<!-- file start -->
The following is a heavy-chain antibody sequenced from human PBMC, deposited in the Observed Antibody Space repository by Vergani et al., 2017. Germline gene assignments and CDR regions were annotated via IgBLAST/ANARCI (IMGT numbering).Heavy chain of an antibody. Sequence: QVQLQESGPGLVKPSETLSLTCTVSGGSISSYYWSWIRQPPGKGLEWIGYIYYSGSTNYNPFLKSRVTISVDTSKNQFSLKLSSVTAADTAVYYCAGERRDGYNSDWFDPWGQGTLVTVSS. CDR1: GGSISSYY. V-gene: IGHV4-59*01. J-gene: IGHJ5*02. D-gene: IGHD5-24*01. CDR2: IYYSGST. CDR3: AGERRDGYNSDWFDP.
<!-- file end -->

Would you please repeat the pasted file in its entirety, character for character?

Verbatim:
The following is a heavy-chain antibody sequenced from human PBMC, deposited in the Observed Antibody Space repository by Vergani et al., 2017. Germline gene assignments and CDR regions were annotated via IgBLAST/ANARCI (IMGT numbering).Heavy chain of an antibody. Sequence: QVQLQESGPGLVKPSETLSLTCTVSGGSISSYYWSWIRQPPGKGLEWIGYIYYSGSTNYNPFLKSRVTISVDTSKNQFSLKLSSVTAADTAVYYCAGERRDGYNSDWFDPWGQGTLVTVSS. CDR1: GGSISSYY. V-gene: IGHV4-59*01. J-gene: IGHJ5*02. D-gene: IGHD5-24*01. CDR2: IYYSGST. CDR3: AGERRDGYNSDWFDP.